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Basic Principles Make You a Smarter Negotiator
The way that you conduct yourself in a negotiation can dramatically influence the outcome. I've been teaching negotiating to business leaders throughout North America since 1982 and I've distilled this down to five essential principles. These principles are always at work for you and will help you smoothly get what you want:
Get the Other Side to Commit First
Power Negotiators know that you're usually better off if you can get the other side to commit to a position first. Several reasons are obvious:
1. Their first offer may be much better than you expected.
2. It gives you information about them before you have to tell them anything.
3. It enables you to bracket their proposal. If they state a price first, you can bracket them, so if you end up splitting the difference, you'll get what you want. If they can get you to commit first, they can then bracket your proposal. Then if you end up splitting the difference, they get what they wanted.
The less you know about the other side or the proposition that you're negotiating, the more important the principle of not going first becomes. If the Beatles' manager Brian Epstein had understood this principle he could have made the Fab Four millions more on their first movie. United Artists wanted to cash in on the popularity of the singing group but was reluctant to go out on a limb because United Artists didn't know how long the Beatles would stay popular. They could have been a fleeting success that fizzled out long before their movie hit the screens. So they planned it as an inexpensively made exploitation movie and budgeted only $300,000 to make it. This was clearly not enough to pay the Beatles a high salary. So United Artists planned to offer the Beatles as much as 25 percent of the profits. The Beatles were such a worldwide sensation in 1963 that the producer was very reluctant to ask them to name their price first, but he had the courage to stay with the rule. He offered Epstein $25,000 up front and asked him what percentage of the profits he thought would be fair.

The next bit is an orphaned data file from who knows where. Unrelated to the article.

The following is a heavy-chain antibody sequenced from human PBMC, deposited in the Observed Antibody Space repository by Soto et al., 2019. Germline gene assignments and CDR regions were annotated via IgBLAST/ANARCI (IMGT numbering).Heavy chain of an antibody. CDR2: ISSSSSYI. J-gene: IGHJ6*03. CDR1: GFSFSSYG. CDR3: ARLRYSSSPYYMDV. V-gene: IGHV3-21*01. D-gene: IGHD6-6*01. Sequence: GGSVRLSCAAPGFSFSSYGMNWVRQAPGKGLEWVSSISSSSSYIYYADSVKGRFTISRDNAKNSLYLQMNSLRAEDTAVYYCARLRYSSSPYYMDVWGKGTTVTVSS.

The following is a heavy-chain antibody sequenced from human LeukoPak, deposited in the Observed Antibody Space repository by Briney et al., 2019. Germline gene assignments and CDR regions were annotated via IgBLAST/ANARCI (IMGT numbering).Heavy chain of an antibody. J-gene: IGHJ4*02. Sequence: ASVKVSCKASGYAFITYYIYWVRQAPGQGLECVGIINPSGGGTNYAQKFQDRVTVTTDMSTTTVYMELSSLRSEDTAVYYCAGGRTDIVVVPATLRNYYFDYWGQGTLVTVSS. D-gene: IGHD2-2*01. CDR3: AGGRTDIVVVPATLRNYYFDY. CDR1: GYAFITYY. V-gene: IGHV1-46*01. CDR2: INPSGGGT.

Brian Epstein didn't know the movie business and should have been smart enough to play Reluctant Buyer and use Good Guy/Bad Guy. He should have said, "I don't think they'd be interested in taking the time to make a movie, but if you'll give me your very best offer, I'll take it to them and see what I can do for you with them." Instead, his ego wouldn't let him play dumb, so he assertively stated that they would have to get 7.5 percent of the profits or they wouldn't do it. This slight tactical error cost the group millions when the director Richard Lester, to every one's surprise, created a brilliantly humorous portrait of a day in the group's life that became a worldwide success.
If both sides have learned that they shouldn't go first, you can't sit there forever with both sides refusing to put a number on the table, but as a rule you should always find out what the other side wants to do first.
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Copyright© 2002, Roger Dawson
Copyright © 2002, The Negotiator Magazine